recent report from the Afghan Analysts Network — that offered residents of the Pech a precarious return to normalcy.

Some Islamic State fighters who weren’t imprisoned instead reached out to the government and committed to lay down their arms. In return, they were promised a monthly stipend of around $100 and handed a signed letter from the National Directorate of Security, Afghanistan’s intelligence agency, noting they had “joined the peace process.”

But residents in the valley are concerned that the ongoing peace talks in Doha, Qatar between the government and the Taliban may upend the current equilibrium.

gunned down in Jalalabad. The Islamic State claimed responsibility.

Mr. Ali fled the city, as did dozens of other factory workers. Local government officials closed some factories, leaving the building where the seven Hazaras were killed nearly untouched since the attack.

The dead employees’ shoes had been left behind. Blood stains — despite a recent gust of rain — remained soaked into the churned white rock.

Fahim Abed contributed reporting.

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Risking Death, Hazara Students Pursue Education at Bombed Academies

KABUL, Afghanistan — Two and a half years ago, a suicide bomber detonated an explosive vest during an algebra class at the Mawoud Academy tutoring center. At least 40 students, most from Afghanistan’s Hazara ethnic minority, died as they studied for college entrance exams.

Najibullah Yousefi, a teacher who survived the August 2018 blast, moved with his students to a new location. He has a plan for the next suicide bomber.

“I’m in front of the class and will get killed anyway,” Mr. Yousefi, 38, said. “So to protect my students, I will go and hug the attacker” to absorb the blast.

Perhaps no other minority group faces a more harrowing future if the Taliban return to power as a result of negotiations with the Afghan government — especially if they don’t honor a pledge under a February 2020 agreement with the United States to cut ties with terror organizations such as the Islamic State.

mosques, hospitals, voting sites and even a wrestling club. More than 80 people perished in a double suicide bombing at a Hazara protest in Kabul in 2016. At least 31 died in a suicide bombing in a Hazara area during a 2018 celebration for Nowruz, the Persian New Year. Most of these attacks have been claimed by Sunni Muslim extremists of the Islamic State, who consider Shiites apostates and heretics.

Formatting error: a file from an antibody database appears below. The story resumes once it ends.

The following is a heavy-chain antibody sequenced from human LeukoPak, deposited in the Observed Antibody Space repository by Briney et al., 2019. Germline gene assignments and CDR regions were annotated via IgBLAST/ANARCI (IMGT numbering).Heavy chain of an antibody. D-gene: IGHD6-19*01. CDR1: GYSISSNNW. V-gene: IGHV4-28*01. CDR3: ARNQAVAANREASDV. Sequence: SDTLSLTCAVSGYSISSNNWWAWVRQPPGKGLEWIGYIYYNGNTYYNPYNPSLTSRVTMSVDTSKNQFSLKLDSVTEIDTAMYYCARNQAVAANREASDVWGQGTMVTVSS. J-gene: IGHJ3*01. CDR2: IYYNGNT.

What progress has been made by the ethnic minority is threatened by such attacks, and now a possible return of the Taliban to government. As recently as 2018, Hazara civilians were killed and forced from their homes during a Taliban offensive in Hazarajat.

Taliban negotiators have said the rights of minorities, including Hazaras, would be protected under Islamic law. In some Hazara areas, local militias have formed to protect communities from attacks.

Marzia Mohseni, 18, a Hazara student, said she feared losing her rights to education and to the workplace if the Taliban returned to power. She said she wants to be a lawyer “and provide equal rights to all people in this country.”

But a Taliban return could mean that “all my gains and all my hard work would be wasted,” she said.

suicide bombing at the Kawsar e Danish tutoring academy in Kabul. At least 44 students and teachers died in the attack.

Ms. Mohseni said she had experienced insomnia and extreme anxiety after the bombing, yet she is back at her studies at the same academy. Her fear is a burden she carries into class each morning with her pens and books.

“Every minute in the class, I think about a suicide attack, an explosion,” she said. “But I will try my best, for the blood of all those killed and wounded and for the sake of their dreams and my own dreams.”

Ms. Mohseni said her father works in a restaurant and her brother, as a barber, to pay her tuition and board. She pleaded with them to allow her to return after the academy was bombed.

highest score among 200,000 students who took the entrance exam in September. The daughter of a coal miner, Ms. Alizada said her father broke down in tears when he heard the news.

The Kawsar e Danish academy and other Hazara centers have hardened their security. Students pass through several checkpoints manned by armed guards. They undergo body searches. No backpacks are allowed.